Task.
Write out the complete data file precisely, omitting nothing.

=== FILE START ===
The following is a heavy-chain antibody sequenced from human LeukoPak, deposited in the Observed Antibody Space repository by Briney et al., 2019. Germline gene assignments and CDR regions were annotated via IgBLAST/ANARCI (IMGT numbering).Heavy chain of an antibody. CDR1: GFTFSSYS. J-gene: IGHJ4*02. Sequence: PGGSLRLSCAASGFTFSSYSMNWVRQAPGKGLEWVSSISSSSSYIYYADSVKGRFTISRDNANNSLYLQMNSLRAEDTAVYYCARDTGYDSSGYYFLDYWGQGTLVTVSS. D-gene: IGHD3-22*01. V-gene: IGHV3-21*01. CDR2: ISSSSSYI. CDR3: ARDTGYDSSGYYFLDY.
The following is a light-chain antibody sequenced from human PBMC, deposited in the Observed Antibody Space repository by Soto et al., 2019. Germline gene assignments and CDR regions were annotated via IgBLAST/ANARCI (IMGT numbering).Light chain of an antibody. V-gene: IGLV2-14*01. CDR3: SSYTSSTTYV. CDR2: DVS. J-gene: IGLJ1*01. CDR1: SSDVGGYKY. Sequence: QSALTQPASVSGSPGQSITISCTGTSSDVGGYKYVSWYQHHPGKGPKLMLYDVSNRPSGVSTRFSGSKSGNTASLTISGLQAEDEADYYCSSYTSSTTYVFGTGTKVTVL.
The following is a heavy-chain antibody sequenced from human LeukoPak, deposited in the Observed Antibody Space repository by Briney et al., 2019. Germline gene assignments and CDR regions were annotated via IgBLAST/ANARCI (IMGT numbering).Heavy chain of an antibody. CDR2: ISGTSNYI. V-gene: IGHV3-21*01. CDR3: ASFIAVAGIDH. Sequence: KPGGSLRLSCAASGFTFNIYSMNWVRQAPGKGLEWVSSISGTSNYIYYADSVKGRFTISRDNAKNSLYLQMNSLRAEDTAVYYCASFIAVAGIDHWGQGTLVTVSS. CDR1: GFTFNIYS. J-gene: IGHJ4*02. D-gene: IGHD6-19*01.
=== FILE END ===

The following is a heavy-chain antibody sequenced from human LeukoPak, deposited in the Observed Antibody Space repository by Briney et al., 2019. Germline gene assignments and CDR regions were annotated via IgBLAST/ANARCI (IMGT numbering).Heavy chain of an antibody. CDR1: GFTFSSYS. J-gene: IGHJ4*02. Sequence: PGGSLRLSCAASGFTFSSYSMNWVRQAPGKGLEWVSSISSSSSYIYYADSVKGRFTISRDNANNSLYLQMNSLRAEDTAVYYCARDTGYDSSGYYFLDYWGQGTLVTVSS. D-gene: IGHD3-22*01. V-gene: IGHV3-21*01. CDR2: ISSSSSYI. CDR3: ARDTGYDSSGYYFLDY.
The following is a light-chain antibody sequenced from human PBMC, deposited in the Observed Antibody Space repository by Soto et al., 2019. Germline gene assignments and CDR regions were annotated via IgBLAST/ANARCI (IMGT numbering).Light chain of an antibody. V-gene: IGLV2-14*01. CDR3: SSYTSSTTYV. CDR2: DVS. J-gene: IGLJ1*01. CDR1: SSDVGGYKY. Sequence: QSALTQPASVSGSPGQSITISCTGTSSDVGGYKYVSWYQHHPGKGPKLMLYDVSNRPSGVSTRFSGSKSGNTASLTISGLQAEDEADYYCSSYTSSTTYVFGTGTKVTVL.
The following is a heavy-chain antibody sequenced from human LeukoPak, deposited in the Observed Antibody Space repository by Briney et al., 2019. Germline gene assignments and CDR regions were annotated via IgBLAST/ANARCI (IMGT numbering).Heavy chain of an antibody. CDR2: ISGTSNYI. V-gene: IGHV3-21*01. CDR3: ASFIAVAGIDH. Sequence: KPGGSLRLSCAASGFTFNIYSMNWVRQAPGKGLEWVSSISGTSNYIYYADSVKGRFTISRDNAKNSLYLQMNSLRAEDTAVYYCASFIAVAGIDHWGQGTLVTVSS. CDR1: GFTFNIYS. J-gene: IGHJ4*02. D-gene: IGHD6-19*01.